FIG. 3 is an isometric view of the clip, guide rod, and bracket assembly.
FIG. 4 shows an end view of the guide rods and clip with specific details for the slotted hinge and key. All four slotted hinges on the guide rod are shown.
FIG. 5 is a side view of the clip, guide rod, and bracket.
FIG. 6 is an isometric view of the support bracket, clip and guide rod. This figure shows the clip utilized as a support for the dead weight of the panel.
FIG. 1 shows the solar absorbrance panel, which is comprised of multiple array of solar absorption tubes, 101. The tubes are supported at the support elevation with slidable clips, 107 and guide rods 109, shown in FIG. 2. Thermal insulation 105 is shown mounted between the solar absorption tubes 101 and the panel structure, its load is carried by the guide rod support structure 103, as a result the thermal insulation 105 dead weight load is not transmitted to the tubes 101. The figure also shows that the tubes 101 have unrestrained axial growth and that the slidable clips 107 and guide rods 109 provide lateral and normal restraint of the tubes 101.
FIG. 2 shows the slidable clip, 107, its mounting onto the tube 101, and the mounting of the slidable clip 107, on a guide rod 109. The guide rod 109, which supports the slidable clip 107 is supported to take out normal and lateral loads through bracket 111.
FIG. 3 shows the assembly of the slidable clip 107, onto the guide rod 109. The slidable clip 107, is assembled to the guide rod 109, through the reduced section region called the assembly flats 113 and then lowered onto the restraining portion of the guide rods 109. As the slidable clip 107 is engaged over the assembly flats 113, the key 121 on the slidable clip 107, engages the groove 115, in the guide rod 109, this provides the lateral restraint feature of the clip design. The normal restraint feature of the slidable clip 107, and guide rod 109, is provided by the slotted hinge, 123. The guide rod 109 is preferably manufactured from a material like Nitronic 60 chosen to provide a galling-resistance to mate with the clip which is preferably a material like 316H stainless steel. This material combination provides, low friction coefficients, increased operating service and galling resistance. The guide rods 109 are secured to a bracket 111, through weld 117. The lower end of the guide rod 109 is a free end 119, which is free to expand and therefore does not provide thermal constraint. The bracket 111, transfers the imposed loads to support structure which is not shown. Weld 117, supports the guide rod 109, on bracket 111. The bracket has a ledge 112, having apertures for admitting the guide rods. The weld 117, also locates the guide rod within a bracket and takes out the friction loads that occur between the slidable clip 107, and the guide red 109.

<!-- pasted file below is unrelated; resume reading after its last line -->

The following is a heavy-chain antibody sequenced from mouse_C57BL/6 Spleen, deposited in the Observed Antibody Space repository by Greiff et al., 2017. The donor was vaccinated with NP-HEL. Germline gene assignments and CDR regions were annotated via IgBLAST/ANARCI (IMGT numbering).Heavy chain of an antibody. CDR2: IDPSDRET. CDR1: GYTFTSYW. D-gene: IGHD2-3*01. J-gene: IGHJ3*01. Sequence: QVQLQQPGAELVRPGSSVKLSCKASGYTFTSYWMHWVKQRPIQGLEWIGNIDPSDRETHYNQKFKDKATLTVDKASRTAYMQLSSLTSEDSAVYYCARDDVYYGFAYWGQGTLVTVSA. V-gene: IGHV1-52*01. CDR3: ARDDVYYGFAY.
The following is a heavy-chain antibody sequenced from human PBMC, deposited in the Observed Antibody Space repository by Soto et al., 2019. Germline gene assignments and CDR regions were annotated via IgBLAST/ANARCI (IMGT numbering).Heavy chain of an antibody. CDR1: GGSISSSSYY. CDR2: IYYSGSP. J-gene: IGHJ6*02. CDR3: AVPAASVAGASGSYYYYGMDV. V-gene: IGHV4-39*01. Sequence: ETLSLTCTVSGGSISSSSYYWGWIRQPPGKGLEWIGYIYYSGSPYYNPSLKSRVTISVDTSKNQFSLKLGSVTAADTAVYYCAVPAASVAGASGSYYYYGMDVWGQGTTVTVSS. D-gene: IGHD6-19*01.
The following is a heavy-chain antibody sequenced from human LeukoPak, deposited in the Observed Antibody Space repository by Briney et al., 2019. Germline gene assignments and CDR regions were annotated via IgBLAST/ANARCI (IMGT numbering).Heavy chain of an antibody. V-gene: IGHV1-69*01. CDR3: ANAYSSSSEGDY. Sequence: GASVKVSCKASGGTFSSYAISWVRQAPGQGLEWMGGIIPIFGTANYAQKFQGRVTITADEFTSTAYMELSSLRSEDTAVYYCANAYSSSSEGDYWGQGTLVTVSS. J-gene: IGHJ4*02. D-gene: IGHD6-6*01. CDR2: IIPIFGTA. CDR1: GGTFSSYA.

FIG. 4 shows an end view of the slidable clip 107, guide rod 109, and a cross section through the tube 101. The main features shown in this figure are the key 121, and slotted hinge 123, shown engaged in the guide rod 109. Another feature is the full-penetration weld with fillet all around 125, which secures the slidable clip 107 to the tube 101. It is important to hold the length difference between the slotted hinge 123, and the key 121, to the minimum possible distance. This significantly/reduces the thermal stresses in the clip.
FIG. 5 shows the slidable clip 107, the guide rod 109, and the bracket 111, the chamfer 129, on the slidable clip 107, which is utilized to eliminate the very severe end stresses that would occur if the chamfer was not there when the clip is subjected to severe thermal transients. The full radius 127, in the slidable clip 107, also minimizes the thermal stresses that occur between the four lobes of the slotted hinge configuration 123. At least four lobes, two end lobes 135, and two center lobes 137, are required on the slotted hinge 123. The clip structure has a strong back 106, which transmits the lateral load from the key 121, and normal load and lateral loads from the end lobes 135, and the center lobes 137 to the tube 101. The clip also contains a shoulder 139, which is utilized to support the tube and panel from the support surface 133, shown on FIG. 6.
Each end lobe 135 has a slight taper 141, between the point of support on the support surface 133, shown on FIG. 6 and the end of the lobe to ensure that contact occurs as close to the tube 101, as possible.
FIG. 6 shows support bracket 131 having a support surface 133 on ledge 112, the slidable clip 107, is utilized as a dead weight support clip transmitting its load to the support bracket 131. In this manner, all of the clips on the panel are identical and this results in reduced costs. By cold springing the tube at initial assembly, all of the tubes load the support bracket uniformly at support surface 133.
Obviously, many modifications and variations of the present invention are possible in light of the above teachings. It is therefore to be understood that, within the scope of the appended claims, the invention may be practiced otherwise than as specifically described.